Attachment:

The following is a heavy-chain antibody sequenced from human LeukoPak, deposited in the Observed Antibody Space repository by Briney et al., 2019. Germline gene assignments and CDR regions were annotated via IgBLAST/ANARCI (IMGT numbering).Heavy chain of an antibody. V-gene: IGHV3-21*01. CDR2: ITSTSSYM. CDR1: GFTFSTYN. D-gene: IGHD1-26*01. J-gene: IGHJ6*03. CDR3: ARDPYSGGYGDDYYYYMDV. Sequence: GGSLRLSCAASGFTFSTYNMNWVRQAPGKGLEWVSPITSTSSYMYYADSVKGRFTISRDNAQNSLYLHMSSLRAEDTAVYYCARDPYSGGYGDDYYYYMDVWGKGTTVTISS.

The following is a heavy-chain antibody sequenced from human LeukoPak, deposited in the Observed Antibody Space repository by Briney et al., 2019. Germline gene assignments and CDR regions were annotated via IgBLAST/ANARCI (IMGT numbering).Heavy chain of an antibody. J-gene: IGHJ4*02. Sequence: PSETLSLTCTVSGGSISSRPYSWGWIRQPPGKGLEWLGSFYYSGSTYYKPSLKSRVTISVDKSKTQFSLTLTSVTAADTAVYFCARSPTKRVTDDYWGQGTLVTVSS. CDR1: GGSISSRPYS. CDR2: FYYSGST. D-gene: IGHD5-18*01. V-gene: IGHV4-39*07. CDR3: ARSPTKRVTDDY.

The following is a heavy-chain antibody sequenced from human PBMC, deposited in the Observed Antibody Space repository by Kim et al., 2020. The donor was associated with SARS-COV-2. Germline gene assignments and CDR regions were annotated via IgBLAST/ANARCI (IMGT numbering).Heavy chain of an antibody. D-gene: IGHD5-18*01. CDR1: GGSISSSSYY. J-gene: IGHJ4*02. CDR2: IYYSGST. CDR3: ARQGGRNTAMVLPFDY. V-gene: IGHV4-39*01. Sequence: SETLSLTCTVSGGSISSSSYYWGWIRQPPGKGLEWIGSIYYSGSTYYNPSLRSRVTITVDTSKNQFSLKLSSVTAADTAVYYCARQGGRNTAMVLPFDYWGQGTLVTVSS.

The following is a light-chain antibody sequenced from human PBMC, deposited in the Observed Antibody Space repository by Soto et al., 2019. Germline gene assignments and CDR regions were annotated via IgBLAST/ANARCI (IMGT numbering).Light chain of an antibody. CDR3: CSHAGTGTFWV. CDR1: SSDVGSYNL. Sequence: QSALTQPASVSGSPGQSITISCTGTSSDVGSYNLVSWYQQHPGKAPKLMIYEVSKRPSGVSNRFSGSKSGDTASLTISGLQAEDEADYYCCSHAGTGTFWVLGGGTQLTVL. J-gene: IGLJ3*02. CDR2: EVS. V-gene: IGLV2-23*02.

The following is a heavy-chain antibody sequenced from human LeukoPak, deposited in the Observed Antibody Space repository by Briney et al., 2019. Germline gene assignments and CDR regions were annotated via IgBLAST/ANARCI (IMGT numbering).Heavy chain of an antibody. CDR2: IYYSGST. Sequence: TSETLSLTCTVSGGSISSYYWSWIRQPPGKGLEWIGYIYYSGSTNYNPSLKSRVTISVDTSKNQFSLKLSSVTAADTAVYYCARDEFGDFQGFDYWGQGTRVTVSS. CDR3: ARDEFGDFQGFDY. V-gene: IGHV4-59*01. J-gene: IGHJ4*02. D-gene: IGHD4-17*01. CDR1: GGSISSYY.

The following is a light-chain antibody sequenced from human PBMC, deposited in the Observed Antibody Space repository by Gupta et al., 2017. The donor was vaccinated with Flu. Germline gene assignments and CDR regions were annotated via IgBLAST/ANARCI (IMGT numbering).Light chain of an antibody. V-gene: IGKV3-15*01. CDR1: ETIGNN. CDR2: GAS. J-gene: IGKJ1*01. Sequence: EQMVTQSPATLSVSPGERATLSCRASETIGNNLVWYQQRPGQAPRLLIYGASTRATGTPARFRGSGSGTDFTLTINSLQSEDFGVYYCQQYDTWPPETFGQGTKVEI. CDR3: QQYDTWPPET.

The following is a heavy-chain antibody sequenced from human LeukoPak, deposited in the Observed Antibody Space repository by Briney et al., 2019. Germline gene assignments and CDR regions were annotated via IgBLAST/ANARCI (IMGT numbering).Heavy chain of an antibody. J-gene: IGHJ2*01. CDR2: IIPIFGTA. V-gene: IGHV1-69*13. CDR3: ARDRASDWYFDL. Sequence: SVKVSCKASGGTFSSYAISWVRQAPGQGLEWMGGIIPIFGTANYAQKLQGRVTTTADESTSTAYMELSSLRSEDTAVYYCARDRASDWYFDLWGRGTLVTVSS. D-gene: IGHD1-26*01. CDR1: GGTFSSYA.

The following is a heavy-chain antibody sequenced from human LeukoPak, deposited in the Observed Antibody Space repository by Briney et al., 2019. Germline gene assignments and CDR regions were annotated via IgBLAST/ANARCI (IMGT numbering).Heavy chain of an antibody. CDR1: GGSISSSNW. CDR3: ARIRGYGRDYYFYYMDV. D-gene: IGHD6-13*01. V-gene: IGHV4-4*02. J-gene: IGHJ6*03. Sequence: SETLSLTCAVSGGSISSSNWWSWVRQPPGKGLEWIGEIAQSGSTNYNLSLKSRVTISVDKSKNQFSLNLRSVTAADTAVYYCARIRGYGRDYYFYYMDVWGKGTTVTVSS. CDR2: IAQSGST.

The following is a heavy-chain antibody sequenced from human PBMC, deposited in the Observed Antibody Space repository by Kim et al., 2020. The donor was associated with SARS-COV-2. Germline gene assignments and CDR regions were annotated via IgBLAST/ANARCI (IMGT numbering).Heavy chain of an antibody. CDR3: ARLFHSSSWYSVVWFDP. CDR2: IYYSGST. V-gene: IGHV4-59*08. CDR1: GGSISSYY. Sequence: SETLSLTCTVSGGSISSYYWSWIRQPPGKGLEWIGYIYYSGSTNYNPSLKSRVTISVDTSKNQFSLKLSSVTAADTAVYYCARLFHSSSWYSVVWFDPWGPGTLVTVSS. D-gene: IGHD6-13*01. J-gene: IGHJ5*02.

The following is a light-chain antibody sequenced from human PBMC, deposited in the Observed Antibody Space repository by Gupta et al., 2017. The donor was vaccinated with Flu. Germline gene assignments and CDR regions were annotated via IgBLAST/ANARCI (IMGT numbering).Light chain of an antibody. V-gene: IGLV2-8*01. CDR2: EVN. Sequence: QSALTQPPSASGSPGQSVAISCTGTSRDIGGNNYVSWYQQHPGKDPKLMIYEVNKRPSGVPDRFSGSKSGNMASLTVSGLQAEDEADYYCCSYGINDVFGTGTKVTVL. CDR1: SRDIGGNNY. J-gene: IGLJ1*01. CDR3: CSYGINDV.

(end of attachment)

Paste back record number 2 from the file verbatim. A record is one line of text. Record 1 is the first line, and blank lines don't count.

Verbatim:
The following is a heavy-chain antibody sequenced from human LeukoPak, deposited in the Observed Antibody Space repository by Briney et al., 2019. Germline gene assignments and CDR regions were annotated via IgBLAST/ANARCI (IMGT numbering).Heavy chain of an antibody. J-gene: IGHJ4*02. Sequence: PSETLSLTCTVSGGSISSRPYSWGWIRQPPGKGLEWLGSFYYSGSTYYKPSLKSRVTISVDKSKTQFSLTLTSVTAADTAVYFCARSPTKRVTDDYWGQGTLVTVSS. CDR1: GGSISSRPYS. CDR2: FYYSGST. D-gene: IGHD5-18*01. V-gene: IGHV4-39*07. CDR3: ARSPTKRVTDDY.